Evidence markers on road at the crime scene in Robina killing. Photo: John Gass / Tweed Daily News TWE170511crime
Evidence markers on road at the crime scene in Robina killing. Photo: John Gass / Tweed Daily News TWE170511crime John Gass

Expert on murder-suicide case

A CRIMINOLOGY expert has told an inquest the ability to accept a separation could be a better indicator of the risk of a murder-suicide than physical violence during a relationship.

Criminology expert Michelle Hayes said Paul Rogers was emotionally violent towards his fiancée Tania Simpson, controlling her, following her, isolating her and making threats to kill her.

She said while he was not physically violent, as far as anyone knew, many men struggled with the loss of control after a separation.

"In particular, if they feel that person has moved on with their life," she said.

"The research says people will commit murder-suicide because they have nothing to lose.

"(Tania told friends she) didn't know what he was capable of and he was pretty messed up."

Rogers murdered Ms Simpson, their five-year-old daughter Kyla and Ms Simpson's new boyfriend Antony Way and Ms Simpson and Rogers's five-year-old daughter Kyla on May 15 last year.

Rogers killed Mr Way and Ms Simpson in her Robina unit before snatching Kyla from her bed, driving to a remote spot on the Bruxner Highway at Piora, west of Casino, and gassing himself and his daughter.

State Coroner Michael Barnes is holding an inquest at Southport to investigate how police responded to the triple murder-suicide and any links between domestic or family violence and homicide.

Ms Hayes said there were 44 murders in Queensland last year and 25 fell within the domestic and family violence category.

She said that since 2006, when her database began, there had been 18 murder-suicides with 24 female victims, four male victims, 13 male perpetrators and two female perpetrators.

Ms Hayes manages the State Coroner's Domestic and Family Violence Death Review Unit which is looking at such deaths in Queensland to identify system gaps and opportunities for early intervention.

She said about 50% of murders in this state seemed to fall under her study area, noting four out of five people would not alert anyone if confronted by domestic violence.

Ms Hayes said she did not have statistically relevant data on how many related to child access or custody cases but "based on the cases we have looked at there is often child custody issues".

She said she hoped the information the unit gathered could provide services with a better understanding of any links so they could change men's attitudes or intervene earlier to prevent further murder-suicides.

Ms Hayes said a greater focus on non-physical forms of domestic violence - such as emotional, psychological, obsessions or economic - could help.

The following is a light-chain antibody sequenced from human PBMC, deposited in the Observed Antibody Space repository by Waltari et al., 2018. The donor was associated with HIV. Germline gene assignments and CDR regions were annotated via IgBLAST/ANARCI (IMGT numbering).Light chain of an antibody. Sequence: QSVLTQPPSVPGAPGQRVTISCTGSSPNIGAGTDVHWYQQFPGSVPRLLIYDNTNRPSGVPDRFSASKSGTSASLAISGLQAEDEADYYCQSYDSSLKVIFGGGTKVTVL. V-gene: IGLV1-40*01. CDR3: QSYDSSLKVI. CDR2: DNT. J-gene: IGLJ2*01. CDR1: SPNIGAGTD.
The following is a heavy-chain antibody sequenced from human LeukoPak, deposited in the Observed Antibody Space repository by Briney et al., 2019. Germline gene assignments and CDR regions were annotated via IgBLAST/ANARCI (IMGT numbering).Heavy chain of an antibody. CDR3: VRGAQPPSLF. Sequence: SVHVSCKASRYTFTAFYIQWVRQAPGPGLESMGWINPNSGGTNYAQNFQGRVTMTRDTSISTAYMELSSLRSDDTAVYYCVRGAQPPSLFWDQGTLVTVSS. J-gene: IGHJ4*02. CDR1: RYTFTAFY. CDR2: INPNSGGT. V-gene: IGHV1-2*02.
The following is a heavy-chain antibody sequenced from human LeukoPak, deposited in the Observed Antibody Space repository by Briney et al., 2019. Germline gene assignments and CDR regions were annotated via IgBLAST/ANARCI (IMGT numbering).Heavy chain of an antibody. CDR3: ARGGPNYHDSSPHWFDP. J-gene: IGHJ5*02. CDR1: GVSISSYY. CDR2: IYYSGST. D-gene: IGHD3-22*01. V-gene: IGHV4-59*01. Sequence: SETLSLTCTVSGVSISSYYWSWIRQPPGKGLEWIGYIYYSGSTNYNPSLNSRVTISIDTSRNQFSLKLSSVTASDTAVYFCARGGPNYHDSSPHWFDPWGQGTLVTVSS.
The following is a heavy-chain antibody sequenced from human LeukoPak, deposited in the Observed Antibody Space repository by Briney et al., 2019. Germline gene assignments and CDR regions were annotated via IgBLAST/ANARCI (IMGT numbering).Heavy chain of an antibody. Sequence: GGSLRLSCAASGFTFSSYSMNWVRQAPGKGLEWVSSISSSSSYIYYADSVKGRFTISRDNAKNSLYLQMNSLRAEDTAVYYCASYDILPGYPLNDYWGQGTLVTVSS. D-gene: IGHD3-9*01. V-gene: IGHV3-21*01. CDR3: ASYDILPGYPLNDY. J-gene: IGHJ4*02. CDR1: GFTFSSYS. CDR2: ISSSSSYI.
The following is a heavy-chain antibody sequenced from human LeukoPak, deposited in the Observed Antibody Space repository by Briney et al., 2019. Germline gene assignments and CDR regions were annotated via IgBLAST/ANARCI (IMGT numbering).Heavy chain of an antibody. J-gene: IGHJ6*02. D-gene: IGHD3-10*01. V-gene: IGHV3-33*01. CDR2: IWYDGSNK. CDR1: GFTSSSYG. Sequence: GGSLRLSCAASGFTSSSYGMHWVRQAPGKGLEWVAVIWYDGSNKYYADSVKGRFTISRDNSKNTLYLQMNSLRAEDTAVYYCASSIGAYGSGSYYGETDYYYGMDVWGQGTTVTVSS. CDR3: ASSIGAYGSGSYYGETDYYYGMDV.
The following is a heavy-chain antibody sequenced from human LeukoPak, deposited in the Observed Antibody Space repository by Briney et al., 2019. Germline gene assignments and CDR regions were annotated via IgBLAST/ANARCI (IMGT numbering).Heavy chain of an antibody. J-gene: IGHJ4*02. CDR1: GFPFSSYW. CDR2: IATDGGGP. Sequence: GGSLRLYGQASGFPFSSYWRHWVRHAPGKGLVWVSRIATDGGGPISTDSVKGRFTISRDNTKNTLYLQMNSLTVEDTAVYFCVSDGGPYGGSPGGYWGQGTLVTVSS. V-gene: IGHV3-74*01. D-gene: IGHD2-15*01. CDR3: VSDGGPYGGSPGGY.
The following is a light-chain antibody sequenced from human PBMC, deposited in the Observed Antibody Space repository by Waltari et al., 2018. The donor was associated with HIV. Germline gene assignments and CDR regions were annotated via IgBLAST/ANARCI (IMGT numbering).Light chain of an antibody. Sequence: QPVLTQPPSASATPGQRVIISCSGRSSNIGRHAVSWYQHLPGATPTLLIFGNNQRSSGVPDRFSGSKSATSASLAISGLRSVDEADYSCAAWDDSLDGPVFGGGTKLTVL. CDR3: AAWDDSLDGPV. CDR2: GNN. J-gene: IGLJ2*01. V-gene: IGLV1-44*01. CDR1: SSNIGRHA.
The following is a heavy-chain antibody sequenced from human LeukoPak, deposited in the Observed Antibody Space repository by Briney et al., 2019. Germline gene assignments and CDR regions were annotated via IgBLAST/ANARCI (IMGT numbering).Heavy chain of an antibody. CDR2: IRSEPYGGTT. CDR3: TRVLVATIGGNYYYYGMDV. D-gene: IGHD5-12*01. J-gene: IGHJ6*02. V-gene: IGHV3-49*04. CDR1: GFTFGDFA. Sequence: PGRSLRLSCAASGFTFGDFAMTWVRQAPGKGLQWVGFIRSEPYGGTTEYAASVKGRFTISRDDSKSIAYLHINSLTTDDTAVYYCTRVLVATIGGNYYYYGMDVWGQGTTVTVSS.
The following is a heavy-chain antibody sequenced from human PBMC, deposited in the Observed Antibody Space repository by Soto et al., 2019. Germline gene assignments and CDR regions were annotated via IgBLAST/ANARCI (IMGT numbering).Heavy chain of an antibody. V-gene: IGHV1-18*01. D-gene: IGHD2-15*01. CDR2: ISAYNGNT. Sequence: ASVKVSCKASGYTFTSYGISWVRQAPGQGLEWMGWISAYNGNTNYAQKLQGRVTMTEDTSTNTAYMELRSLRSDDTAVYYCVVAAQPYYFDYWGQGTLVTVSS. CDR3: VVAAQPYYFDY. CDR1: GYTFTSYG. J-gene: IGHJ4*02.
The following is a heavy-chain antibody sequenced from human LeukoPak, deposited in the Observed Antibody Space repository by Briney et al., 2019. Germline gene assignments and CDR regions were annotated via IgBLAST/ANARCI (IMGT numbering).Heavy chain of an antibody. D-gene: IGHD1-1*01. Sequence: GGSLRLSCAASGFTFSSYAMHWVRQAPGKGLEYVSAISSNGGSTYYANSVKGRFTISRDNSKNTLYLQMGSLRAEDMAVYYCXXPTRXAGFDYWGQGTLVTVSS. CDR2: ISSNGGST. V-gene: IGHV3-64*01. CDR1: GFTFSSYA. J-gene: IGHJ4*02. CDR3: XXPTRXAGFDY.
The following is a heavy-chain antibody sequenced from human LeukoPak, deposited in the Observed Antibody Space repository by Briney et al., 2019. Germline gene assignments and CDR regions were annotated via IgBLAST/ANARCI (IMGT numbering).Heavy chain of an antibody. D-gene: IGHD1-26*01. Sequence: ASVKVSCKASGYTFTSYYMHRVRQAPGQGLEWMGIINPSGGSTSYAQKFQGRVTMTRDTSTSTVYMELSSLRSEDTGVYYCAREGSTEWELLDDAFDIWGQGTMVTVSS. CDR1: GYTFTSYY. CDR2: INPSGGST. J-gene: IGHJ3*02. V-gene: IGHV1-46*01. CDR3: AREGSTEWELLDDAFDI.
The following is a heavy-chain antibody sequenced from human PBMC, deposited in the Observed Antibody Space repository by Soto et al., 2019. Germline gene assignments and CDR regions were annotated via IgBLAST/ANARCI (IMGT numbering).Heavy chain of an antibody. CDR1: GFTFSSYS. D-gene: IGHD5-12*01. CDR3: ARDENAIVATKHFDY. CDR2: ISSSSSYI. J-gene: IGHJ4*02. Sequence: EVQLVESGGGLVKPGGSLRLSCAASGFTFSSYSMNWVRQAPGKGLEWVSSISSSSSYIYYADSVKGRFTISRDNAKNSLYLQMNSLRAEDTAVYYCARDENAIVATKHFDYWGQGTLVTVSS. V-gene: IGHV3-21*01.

Detective Sergeant Paul Dalton, from the Queensland Police Coronial Support Unit, said police had issued an alert over police radio about Kyla's possible abduction less than an hour after finding her mother's body at 8.23am.

He said they considered issuing a public child abduction alert twice in the next two hours but decided not to until about 2pm, issuing the alert about 3.30pm.

Authorities found the car containing Kyla and her father after 9pm with evidence suggesting they died about 3.30am.

Sgt Dalton said an internal review of the police handling of the case had recommended a revision of abduction alerts and other improvements to the system.

But he said there were "untold risks" if police had issued a child abduction alert with incorrect information.

He agreed it could throw investigators on the wrong track or lead to police being inundated with incorrect information.

Sgt Dalton said negotiation was about trust and broadcasting incorrect information through media channels could "seriously hamper or impinge or negotiation efforts".

"It would have been inappropriate to do it at an earlier stage," he said.

"It's a tool, not a necessity, to use under the right circumstances."
Sgt Dalton said with hindsight Rogers' actions towards Ms Simpson "definitely" amounted to domestic violence.

Lismore police inspector Bill McKenna said working with Queensland police to search for the car had been "seamless", despite phones ringing out more than once when he tried to ring detectives north of the border.

He also told the inquest triangulation, where a mobile phone signal is tracked to an approximate location, was an "inexact science" in rural areas because there were not enough towers or signal to get an accurate reading.

Mr McKenna made the latter comment after talking about a two-hour road block and spikes set up to catch Rogers based on mobile phone triangulation.

Parties will make their final submissions on Wednesday.

Mr Barnes could hand down his findings on Thursday or he might reserve them until a later date.

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